2.8 million Toyotas, mostly second-generation Prius and certain Corolla models, will be taken off roads around the world. The globe's top automaker has to fix glitches in a steering mechanism, as well as the hybrid system water pump.
Toyota's representatives say the steering issue can be fixed in 50 minutes, and the water pump in 1.5 hours, but the problem is, this is Toyota's second multimillion-vehicle recall in a little over a month.
Clarence Ditlow, executive director for The Center for Auto Safety, says the recall is part of Toyota's continued growing pains.
SOUNDBITE: CLARENCE DITLOW, EXECUTIVE DIRECTOR, THE CENTER FOR AUTO SAFETY (ENGLISH) SAYING:
"The fundamental issue is this. In the early 2000's Toyota concentrated in becoming number one in world sales of vehicles. What they did is they shortchanged quality and engineering in that process. So, they were successful in getting to number one, but now they have a backlog of vehicles with poorer quality. And so, while they focus on restoring quality to the new vehicles, they have all these older vehicles with defects that keep getting recalled and recalled."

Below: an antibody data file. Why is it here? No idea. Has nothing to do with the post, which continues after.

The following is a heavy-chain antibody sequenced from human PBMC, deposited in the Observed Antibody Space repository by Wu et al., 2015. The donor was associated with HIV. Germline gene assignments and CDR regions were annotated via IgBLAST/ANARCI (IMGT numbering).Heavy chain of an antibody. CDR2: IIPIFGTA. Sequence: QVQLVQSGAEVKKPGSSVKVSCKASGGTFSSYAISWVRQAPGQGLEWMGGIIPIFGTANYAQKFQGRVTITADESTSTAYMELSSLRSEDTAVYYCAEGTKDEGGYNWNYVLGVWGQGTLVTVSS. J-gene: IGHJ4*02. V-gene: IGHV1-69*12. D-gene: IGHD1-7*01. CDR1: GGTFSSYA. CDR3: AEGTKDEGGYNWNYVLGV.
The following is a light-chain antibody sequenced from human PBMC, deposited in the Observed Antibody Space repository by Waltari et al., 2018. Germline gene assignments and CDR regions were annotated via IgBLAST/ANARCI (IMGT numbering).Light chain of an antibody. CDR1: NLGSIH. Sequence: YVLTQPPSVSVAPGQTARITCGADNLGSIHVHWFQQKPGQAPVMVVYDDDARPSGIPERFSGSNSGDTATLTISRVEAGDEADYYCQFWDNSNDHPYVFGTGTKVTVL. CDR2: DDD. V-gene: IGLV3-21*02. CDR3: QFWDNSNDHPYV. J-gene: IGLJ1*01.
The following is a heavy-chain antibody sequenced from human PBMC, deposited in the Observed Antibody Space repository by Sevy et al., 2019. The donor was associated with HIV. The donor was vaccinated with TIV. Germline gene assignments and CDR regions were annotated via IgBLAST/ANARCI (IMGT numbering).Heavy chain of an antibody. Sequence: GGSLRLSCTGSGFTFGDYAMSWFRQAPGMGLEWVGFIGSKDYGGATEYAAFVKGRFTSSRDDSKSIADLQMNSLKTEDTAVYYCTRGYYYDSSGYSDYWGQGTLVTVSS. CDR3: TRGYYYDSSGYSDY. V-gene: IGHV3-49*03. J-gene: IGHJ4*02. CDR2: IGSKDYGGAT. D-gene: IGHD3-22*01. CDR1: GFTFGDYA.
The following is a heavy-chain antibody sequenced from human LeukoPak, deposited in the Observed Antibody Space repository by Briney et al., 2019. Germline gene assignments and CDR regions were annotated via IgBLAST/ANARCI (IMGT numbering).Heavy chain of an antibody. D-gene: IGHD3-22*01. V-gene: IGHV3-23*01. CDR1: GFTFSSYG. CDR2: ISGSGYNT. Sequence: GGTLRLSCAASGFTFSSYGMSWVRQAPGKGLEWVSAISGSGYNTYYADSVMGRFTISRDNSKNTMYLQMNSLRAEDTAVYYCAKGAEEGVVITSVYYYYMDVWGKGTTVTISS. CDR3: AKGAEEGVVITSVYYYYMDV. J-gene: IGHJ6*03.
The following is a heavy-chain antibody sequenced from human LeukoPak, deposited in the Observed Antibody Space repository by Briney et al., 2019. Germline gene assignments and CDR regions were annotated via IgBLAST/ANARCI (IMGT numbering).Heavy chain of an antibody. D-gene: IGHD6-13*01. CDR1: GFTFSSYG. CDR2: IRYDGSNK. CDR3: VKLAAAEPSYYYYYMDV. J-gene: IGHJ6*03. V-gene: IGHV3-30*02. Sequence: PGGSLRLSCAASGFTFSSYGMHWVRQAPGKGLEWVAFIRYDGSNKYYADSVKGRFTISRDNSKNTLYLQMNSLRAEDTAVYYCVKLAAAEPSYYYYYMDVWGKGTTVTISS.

In October, Toyota pulled back more than 7.4 million vehicles worldwide to fix faulty power window switches. It was the industry's biggest single recall since Ford Motor took 8 million vehicles off the road in 1996.
A series of Toyota recalls involving more than 10 million vehicles between 2009 and 2011 damaged the firm's image, but it recovered and earlier this month raised its full-year net profit forecast to $9.7 billion, citing solid sales.
The defects that caused the most recent 2.8 million recall caused no accidents, but could cost hundreds of millions of dollars to repair, according to an analyst estimate.